Long story short: do not expect distance estimations from beacons.

The trade-offs

Ranging provides more granular and comprehensive beacon data, but this comes at the expense of draining the battery faster than monitoring. This means that it’s usually not a good idea to run ranging for extended periods of time, e.g., hours. It certainly wouldn’t be viable to run it at all times.

Start ranging

Starting ranging is very similar to starting monitoring—we also need to provide a beacon region that will define which beacons to scan for. Let’s say we’re interested in all the beacons installed at the airport. For that, we can use one of the broader variants of defining a beacon region—by UUID only.

Ideally, you’d assign a dedicated UUID to all of the airport beacons—but for the purposes of this tutorial, let’s just use the default Estimote UUID: B9407F30-F5F8-466E-AFF9-25556B57FE6D. (If you’ve changed the UUID since you got your beacons, you’ll need to adjust the following code appropriately.)

Since our “food places nearby” feature is tied to a particular screen, we’ll cut a corner and put a second beacon manager in the Activity corresponding to the screen. This’ll allow us to manipulate the view directly in the ranging listener. (A more idiomatic way would be to have the beacon manager we already have in the application class to manipulate a data model, and the Activity observing the changes to the data model instead. We just want to keep thing simple in this tutorial.)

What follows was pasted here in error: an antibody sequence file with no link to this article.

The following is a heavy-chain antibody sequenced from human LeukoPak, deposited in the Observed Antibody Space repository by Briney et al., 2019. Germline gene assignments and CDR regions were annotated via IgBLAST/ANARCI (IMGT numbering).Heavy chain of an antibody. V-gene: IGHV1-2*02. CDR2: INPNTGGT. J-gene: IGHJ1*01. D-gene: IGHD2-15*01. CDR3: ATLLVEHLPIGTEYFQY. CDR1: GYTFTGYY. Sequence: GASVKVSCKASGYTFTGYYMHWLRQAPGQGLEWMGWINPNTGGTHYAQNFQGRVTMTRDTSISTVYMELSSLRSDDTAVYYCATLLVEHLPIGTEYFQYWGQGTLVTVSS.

Let’s go to the MainActivity implementation file and set up a second beacon manager. Also, this time, we’ll create a dedicated property to hold the beacon region, since we’ll be using it in two places: to start, and to stop ranging. This goes inside the MainActivity class:

private BeaconManager beaconManager;
private BeaconRegion region;

@Override
protected void onCreate(Bundle savedInstanceState) {
    super.onCreate(savedInstanceState);
    setContentView(R.layout.activity_main);

    beaconManager = new BeaconManager(this);
    region = new BeaconRegion("ranged region",
            UUID.fromString("B9407F30-F5F8-466E-AFF9-25556B57FE6D"), null, null);
}

Now, the code to start and stop ranging as the activity appears and disappears on screen. This too goes inside the MainActivity class:

@Override
protected void onResume() {
    super.onResume();

    SystemRequirementsChecker.checkWithDefaultDialogs(this);

    beaconManager.connect(new BeaconManager.ServiceReadyCallback() {
        @Override
        public void onServiceReady() {
            beaconManager.startRanging(region);
        }
    });
}

@Override
protected void onPause() {
    beaconManager.stopRanging(region);

    super.onPause();